NY Hospitals Using Vitamin C for Seriously Sick Patients
March 25, 2020
In a move based on reports coming out of China, a pulmonologist in Long Island, New York, is treating intensive care patients with high-dose, intravenous vitamin C. “Each dose is more than 16 times the National Institutes of Health’s daily recommended dietary allowance of vitamin C, which is just 90 milligrams for adult men and 75 milligrams for adult women,” the New York Post said.
Chinese doctors have been reporting success with the protocol with their patients, and so far about 700 patients in a 23-hospital network in New York have now received the treatment.
Vitamin C has two major functions that help explain its potent health benefits and the hope it promises in treating COVID-19. First, it acts as a powerful antioxidant. It also acts as a cofactor for enzymatic processes. Along with vitamin C, quercetin supplements could also be helpful. Although the vitamin C protocol is new for COVID-19 treatment, it’s been used for a while as a treatment for sepsis.
In 2009, IV vitamin C was shown to be a potentially lifesaving treatment for severe swine flu, so it’s understandable why both Chinese and American doctors hold hope for it with the coronavirus. In fact, it’s such a hopeful idea that there’s already a clinical trial submitted for it at ClinicalTrials.gov. More recent research, published online January 9, 2020, found Marik’s sepsis protocol lowered mortality in pediatric patients as well.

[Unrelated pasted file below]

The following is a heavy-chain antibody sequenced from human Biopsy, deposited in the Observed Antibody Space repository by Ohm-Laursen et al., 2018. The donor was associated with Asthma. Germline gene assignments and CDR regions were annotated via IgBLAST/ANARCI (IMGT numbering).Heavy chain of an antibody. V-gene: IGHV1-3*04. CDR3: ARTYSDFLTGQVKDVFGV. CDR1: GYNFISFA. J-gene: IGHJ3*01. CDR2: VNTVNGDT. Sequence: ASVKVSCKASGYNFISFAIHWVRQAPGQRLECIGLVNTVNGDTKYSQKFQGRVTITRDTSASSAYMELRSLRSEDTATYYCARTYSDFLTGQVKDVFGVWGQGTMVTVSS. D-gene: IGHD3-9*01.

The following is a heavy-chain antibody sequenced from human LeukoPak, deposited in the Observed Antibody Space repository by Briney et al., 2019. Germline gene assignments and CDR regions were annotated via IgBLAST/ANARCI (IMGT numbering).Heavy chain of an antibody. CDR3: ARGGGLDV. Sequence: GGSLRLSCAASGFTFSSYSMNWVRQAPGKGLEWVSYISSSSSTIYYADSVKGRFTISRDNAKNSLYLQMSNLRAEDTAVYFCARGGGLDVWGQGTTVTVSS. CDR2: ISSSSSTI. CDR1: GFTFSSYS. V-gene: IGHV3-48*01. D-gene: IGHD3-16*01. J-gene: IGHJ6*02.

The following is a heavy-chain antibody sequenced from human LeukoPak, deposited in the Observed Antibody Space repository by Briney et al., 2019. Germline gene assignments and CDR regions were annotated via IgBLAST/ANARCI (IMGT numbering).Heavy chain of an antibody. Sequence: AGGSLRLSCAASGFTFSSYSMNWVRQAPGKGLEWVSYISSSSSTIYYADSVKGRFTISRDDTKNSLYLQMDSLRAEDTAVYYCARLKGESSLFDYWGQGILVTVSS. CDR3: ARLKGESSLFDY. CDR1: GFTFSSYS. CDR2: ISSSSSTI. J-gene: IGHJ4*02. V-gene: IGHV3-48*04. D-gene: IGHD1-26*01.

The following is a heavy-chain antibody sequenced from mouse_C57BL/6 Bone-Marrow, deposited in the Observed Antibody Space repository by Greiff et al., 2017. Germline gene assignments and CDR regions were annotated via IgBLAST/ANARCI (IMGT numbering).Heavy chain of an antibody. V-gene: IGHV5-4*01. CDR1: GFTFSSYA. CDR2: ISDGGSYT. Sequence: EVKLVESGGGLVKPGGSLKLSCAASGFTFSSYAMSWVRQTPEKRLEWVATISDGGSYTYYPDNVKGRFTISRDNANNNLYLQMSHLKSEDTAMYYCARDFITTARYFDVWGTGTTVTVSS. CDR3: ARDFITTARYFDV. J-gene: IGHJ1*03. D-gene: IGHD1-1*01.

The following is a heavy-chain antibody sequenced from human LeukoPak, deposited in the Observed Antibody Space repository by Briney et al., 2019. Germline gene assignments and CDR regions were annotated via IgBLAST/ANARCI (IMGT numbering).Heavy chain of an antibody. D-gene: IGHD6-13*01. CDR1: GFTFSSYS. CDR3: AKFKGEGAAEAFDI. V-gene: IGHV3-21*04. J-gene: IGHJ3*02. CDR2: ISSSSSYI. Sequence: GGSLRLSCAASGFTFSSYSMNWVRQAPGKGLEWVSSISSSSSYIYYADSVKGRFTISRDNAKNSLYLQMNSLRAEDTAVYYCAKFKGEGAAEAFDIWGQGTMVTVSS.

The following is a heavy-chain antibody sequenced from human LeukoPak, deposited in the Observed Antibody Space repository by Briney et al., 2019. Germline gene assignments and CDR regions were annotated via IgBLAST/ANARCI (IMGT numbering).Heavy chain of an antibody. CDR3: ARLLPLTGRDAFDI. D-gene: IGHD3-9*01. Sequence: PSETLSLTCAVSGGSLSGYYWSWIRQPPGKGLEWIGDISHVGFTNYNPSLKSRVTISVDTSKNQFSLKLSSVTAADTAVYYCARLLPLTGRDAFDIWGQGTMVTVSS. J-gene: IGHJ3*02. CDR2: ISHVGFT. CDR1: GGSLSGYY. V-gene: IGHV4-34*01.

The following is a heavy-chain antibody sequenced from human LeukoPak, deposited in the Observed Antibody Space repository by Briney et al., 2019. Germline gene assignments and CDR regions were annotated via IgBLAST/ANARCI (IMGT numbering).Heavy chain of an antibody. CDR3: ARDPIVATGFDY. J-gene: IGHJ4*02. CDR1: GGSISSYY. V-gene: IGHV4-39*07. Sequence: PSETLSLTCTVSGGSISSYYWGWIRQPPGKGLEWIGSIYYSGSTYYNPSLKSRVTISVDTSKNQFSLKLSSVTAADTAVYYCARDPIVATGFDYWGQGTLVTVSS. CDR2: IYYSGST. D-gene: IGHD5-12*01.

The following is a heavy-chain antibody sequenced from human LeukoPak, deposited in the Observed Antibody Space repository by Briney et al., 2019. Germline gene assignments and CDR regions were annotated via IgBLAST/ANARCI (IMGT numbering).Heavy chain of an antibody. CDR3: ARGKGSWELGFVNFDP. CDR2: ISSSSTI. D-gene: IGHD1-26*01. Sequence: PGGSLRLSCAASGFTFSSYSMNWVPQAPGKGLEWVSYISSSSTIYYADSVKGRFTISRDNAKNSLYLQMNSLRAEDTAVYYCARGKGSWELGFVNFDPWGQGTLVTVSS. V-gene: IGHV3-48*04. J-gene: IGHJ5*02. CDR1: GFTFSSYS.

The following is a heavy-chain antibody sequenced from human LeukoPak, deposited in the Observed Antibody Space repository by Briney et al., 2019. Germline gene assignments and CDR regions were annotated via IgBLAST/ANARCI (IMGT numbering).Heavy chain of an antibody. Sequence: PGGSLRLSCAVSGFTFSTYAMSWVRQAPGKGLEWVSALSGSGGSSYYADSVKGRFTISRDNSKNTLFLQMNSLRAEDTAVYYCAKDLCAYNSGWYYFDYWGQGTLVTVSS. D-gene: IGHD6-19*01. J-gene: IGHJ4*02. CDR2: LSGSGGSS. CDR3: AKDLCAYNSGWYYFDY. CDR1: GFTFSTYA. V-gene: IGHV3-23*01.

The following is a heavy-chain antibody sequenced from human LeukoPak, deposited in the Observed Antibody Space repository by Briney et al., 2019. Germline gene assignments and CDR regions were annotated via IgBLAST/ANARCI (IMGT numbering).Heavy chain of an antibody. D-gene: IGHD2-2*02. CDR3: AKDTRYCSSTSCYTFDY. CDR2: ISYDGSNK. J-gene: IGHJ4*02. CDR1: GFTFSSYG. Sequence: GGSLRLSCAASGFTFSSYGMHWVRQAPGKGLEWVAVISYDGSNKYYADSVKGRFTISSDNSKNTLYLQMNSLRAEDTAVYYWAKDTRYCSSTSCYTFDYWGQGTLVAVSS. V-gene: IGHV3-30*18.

Time will tell what the clinical trial’s outcome will be, but chances are it will be favorable. Back in 2003 during the SARS pandemic, a Finnish researcher called for an investigation into the use of vitamin C, when research showed it not only protected broiler chicks against avian coronavirus, but also cut the duration and severity of common cold in humans and significantly lowered susceptibility to pneumonia.
Another powerful component in the prevention and treatment of influenza is vitamin D.
Although vitamin D does not appear to have a direct effect on the virus itself, it does strengthen immune function, thus allowing the host body to combat the virus more effectively. It also suppresses inflammatory processes. Taken together, this might make vitamin D quite useful against COVID-19.
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